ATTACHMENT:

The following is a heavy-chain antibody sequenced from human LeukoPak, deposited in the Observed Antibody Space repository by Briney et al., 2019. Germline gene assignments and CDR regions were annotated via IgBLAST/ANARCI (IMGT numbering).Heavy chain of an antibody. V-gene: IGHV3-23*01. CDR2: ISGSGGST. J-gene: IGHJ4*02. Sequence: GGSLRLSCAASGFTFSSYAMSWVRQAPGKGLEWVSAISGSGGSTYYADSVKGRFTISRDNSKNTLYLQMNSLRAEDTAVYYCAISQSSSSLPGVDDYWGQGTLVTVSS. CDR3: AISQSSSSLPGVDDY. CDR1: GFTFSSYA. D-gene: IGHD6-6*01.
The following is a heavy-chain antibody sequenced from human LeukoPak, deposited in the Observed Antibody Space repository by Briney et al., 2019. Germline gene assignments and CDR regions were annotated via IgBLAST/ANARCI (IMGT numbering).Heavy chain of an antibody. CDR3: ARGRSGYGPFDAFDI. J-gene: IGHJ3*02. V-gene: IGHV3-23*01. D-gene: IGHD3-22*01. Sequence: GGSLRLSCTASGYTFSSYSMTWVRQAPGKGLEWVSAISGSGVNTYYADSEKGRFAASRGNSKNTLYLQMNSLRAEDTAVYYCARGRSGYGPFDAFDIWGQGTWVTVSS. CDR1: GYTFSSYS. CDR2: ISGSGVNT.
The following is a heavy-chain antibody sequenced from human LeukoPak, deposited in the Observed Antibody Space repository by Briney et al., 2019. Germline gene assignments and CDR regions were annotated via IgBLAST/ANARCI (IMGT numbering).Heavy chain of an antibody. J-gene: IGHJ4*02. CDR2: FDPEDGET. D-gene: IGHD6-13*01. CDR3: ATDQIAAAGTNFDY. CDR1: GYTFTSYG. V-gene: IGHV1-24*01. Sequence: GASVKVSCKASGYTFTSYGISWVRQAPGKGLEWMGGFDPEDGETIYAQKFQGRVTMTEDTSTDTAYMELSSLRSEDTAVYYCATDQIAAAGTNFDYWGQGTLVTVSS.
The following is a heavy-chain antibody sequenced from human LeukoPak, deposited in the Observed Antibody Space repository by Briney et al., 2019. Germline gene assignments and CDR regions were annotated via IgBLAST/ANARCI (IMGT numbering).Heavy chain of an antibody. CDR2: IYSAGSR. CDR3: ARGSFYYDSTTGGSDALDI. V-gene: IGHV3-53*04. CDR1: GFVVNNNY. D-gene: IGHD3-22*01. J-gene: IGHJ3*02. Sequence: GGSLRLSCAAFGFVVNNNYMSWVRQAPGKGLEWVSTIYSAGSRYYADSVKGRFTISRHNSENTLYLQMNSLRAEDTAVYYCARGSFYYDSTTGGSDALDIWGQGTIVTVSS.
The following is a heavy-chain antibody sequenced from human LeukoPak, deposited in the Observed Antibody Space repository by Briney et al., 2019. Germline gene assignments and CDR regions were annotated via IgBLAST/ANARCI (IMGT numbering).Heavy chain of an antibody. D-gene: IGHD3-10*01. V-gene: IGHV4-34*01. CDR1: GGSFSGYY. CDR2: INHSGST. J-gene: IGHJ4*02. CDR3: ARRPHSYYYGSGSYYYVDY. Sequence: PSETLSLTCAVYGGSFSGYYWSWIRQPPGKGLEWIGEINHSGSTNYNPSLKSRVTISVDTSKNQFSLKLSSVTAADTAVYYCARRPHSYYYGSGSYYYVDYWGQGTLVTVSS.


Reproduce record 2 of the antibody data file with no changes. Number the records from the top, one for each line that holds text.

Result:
The following is a heavy-chain antibody sequenced from human LeukoPak, deposited in the Observed Antibody Space repository by Briney et al., 2019. Germline gene assignments and CDR regions were annotated via IgBLAST/ANARCI (IMGT numbering).Heavy chain of an antibody. CDR3: ARGRSGYGPFDAFDI. J-gene: IGHJ3*02. V-gene: IGHV3-23*01. D-gene: IGHD3-22*01. Sequence: GGSLRLSCTASGYTFSSYSMTWVRQAPGKGLEWVSAISGSGVNTYYADSEKGRFAASRGNSKNTLYLQMNSLRAEDTAVYYCARGRSGYGPFDAFDIWGQGTWVTVSS. CDR1: GYTFSSYS. CDR2: ISGSGVNT.